Rebuilding America’s Infrastructureby Representative John Garamendi
Posted on 2013-01-15
GARAMENDI. I thank you, Mr. Speaker. It's good, it is very, very
good that the new 113th Congress acted today to reach out in sympathy,
compassion, and with real support to the people who were so severely
impacted by Superstorm Sandy.
One of our colleagues, just a moment ago, spoke about this Nation being at a crossroad. And indeed, we cross paths many, many times and there are many different crossroads. The people of Pennsylvania, New Jersey, New York, Connecticut, and other parts of this great Nation here on the east coast came to a crossroads. That crossroads was 97 days ago when Superstorm Sandy came ashore and whacked and destroyed, pummeled and, indeed, killed Americans.
[[Page H156]] Today, the House of Representatives, not unanimously, unfortunately, but by a strong majority of Democrats and some Republicans, stood tall and said we are one Nation. We're one Nation, and when one of us is harmed, we'll stand with that person. When one State is harmed, we'll stand with that State, and we will come together, just as my colleague said a moment ago, we will come together to provide what is needed to rebuild, to sustain, to provide, so that they who have been harmed can carry on.
There's a lesson here for all of us, and tonight my Democratic colleagues and I will talk about the lesson that Superstorm Sandy brought to this Nation. Certainly one of those lessons has been fulfilled today. As a great Nation, we will provide what is needed for the rebuilding, for the immediate needs, even though it is 97 days late. We will provide because we are a compassionate Nation.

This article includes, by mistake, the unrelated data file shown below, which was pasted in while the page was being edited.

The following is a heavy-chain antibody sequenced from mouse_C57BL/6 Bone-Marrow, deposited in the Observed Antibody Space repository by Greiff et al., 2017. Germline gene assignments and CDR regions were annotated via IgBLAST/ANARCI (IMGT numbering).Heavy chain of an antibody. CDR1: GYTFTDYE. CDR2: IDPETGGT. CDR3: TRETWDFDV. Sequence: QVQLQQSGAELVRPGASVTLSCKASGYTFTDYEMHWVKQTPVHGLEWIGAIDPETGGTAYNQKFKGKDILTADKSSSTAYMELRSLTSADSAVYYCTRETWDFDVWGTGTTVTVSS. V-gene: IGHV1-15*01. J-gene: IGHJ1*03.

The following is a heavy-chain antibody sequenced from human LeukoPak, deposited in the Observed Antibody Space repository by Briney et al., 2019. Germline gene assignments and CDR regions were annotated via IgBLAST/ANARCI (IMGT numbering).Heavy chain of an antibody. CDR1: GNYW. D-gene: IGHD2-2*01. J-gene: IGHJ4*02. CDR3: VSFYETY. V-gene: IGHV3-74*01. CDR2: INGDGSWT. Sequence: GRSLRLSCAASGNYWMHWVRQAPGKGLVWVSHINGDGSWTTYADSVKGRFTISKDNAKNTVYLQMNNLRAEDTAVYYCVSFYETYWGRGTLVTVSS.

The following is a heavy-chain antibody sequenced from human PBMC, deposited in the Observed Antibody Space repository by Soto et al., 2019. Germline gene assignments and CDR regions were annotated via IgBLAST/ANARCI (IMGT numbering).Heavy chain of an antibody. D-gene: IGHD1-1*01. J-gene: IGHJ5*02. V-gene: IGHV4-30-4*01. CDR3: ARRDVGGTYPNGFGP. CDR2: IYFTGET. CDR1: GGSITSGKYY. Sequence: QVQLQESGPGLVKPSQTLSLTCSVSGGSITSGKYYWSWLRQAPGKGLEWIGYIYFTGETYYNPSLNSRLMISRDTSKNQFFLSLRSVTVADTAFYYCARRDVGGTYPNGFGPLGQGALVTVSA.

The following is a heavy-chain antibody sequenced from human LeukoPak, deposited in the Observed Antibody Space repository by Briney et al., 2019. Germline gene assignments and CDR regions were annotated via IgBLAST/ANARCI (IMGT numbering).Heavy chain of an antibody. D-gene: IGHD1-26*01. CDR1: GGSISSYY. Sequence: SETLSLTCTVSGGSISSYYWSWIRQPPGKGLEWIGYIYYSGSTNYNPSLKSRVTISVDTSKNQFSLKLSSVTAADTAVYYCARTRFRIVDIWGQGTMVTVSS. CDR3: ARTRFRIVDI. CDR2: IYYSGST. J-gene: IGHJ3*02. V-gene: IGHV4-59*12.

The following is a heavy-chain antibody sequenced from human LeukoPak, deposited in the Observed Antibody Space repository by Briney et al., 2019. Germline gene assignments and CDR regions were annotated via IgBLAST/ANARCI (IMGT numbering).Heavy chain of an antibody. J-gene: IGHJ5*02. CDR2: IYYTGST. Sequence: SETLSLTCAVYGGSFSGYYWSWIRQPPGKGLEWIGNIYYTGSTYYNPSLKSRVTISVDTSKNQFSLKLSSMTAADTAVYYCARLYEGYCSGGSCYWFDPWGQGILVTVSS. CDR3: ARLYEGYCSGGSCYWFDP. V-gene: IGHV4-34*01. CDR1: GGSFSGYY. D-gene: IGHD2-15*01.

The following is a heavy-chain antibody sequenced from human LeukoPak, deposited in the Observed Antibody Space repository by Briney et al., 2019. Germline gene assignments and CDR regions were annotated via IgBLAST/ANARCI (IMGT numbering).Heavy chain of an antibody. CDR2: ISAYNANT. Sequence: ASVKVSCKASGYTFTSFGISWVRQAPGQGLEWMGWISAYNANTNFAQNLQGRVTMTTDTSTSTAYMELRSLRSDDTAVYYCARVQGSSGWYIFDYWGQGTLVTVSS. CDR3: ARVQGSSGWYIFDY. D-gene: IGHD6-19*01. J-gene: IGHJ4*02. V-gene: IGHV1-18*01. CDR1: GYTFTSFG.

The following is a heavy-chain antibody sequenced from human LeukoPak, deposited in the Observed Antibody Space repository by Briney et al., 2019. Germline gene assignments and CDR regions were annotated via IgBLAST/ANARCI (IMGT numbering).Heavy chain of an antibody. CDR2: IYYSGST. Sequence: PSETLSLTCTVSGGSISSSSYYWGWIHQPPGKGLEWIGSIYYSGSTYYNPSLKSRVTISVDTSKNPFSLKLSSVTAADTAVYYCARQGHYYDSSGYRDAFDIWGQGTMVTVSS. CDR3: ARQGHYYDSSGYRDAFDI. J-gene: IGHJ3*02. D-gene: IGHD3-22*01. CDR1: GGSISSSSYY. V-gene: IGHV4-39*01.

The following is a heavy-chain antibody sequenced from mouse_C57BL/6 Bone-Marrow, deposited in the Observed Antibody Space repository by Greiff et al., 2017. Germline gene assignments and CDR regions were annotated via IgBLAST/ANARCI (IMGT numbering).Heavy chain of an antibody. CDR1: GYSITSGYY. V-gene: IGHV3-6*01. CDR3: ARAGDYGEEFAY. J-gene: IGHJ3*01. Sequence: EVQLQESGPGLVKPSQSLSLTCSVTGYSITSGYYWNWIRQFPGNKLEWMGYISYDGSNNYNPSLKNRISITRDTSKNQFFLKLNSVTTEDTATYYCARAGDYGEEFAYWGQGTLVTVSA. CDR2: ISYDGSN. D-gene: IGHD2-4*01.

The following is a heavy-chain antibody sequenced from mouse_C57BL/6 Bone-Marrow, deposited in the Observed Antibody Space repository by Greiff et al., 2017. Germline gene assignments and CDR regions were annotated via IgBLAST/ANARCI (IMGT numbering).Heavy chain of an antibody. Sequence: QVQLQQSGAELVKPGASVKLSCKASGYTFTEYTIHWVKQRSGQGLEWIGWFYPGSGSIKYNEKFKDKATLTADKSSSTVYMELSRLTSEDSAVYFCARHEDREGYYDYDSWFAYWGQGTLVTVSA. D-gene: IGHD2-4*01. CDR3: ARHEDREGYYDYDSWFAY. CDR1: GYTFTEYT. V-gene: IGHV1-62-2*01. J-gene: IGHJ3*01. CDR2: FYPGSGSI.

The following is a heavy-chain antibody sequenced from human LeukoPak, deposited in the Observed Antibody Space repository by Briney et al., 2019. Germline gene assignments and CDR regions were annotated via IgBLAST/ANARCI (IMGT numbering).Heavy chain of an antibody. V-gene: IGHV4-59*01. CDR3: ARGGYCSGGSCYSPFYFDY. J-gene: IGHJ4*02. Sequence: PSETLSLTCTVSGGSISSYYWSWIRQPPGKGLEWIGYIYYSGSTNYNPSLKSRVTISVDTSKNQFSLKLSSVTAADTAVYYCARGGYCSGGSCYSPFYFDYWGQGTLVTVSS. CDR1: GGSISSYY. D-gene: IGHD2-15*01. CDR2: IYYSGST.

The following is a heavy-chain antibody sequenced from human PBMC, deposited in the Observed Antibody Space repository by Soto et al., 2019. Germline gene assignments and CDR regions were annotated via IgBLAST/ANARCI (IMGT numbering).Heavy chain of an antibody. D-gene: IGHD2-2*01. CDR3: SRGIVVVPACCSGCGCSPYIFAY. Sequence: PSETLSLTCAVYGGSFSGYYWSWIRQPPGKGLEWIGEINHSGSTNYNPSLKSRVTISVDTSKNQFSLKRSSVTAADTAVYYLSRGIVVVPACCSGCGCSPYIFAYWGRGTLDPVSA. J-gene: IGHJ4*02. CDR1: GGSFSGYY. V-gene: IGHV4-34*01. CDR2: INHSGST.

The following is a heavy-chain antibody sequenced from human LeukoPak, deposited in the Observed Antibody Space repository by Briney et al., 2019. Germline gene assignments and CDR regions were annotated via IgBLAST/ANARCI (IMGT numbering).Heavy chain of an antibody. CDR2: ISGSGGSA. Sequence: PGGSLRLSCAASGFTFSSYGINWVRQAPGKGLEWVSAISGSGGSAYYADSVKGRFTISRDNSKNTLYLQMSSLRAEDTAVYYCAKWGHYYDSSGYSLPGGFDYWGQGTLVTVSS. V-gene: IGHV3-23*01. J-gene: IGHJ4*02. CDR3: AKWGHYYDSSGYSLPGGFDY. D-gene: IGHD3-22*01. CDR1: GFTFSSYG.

But there's also another lesson here, and that lesson is for this entire Nation to get ahead of the next disaster. It will come. It'll be another storm up the east coast or into the gulf. It'll be an earthquake in my State of California or a flood or a fire. But there will be yet another natural disaster of one sort or another, perhaps man-made, perhaps Mother Nature.
What we must do as a Nation is to get ahead of that, to prepare ourselves not only with emergency responses, but more and just as important, to prepare the infrastructure to protect the lives and the property of the citizens of this Nation. That's the second lesson of Superstorm Sandy. Build the infrastructure to prepare for the next flood, the next hurricane, the next onslaught of Mother Nature. We can do it. And in so doing, we not only reduce the cost of that next storm, that next flood, but we also save the lives of Americans, and we put people to work right now.
This Nation is not yet fully recovered from the recession of 2008. This Nation has not yet fully brought Americans back to work, and we can do so taking the lesson of this day's action here on the floor of the House of Representatives where we, at least most of us, voted to build for the future, voted to put in place those infrastructure improvements, not for yesterday, not to rebuild just what was there that was destroyed, but, rather, to build for the future onslaught of a storm coming into New Jersey, New York, Connecticut, or other parts of this Nation.
To be prepared. The Boy Scout motto: Be prepared. Benjamin Franklin: An ounce of prevention is worth a dollar of cure. These are truisms that have been with us forever, and today we want to talk about infrastructure investment, the kind of things that were done here on the floor, some $33 billion going not only for immediate relief, but to build the infrastructure necessary to protect and prepare for the next storm.
Joining me today in this discussion, at least at the outset, is my colleague from New York, Paul Tonko. We often meet here on the floor. We sometimes call this the East Coast/West Coast show. I'm from California. Representative Tonko is from New York.
And you were there, not only for this storm, but for the previous storm, and that was less than 18 months ago. Let's talk about these things, Mr. Tonko.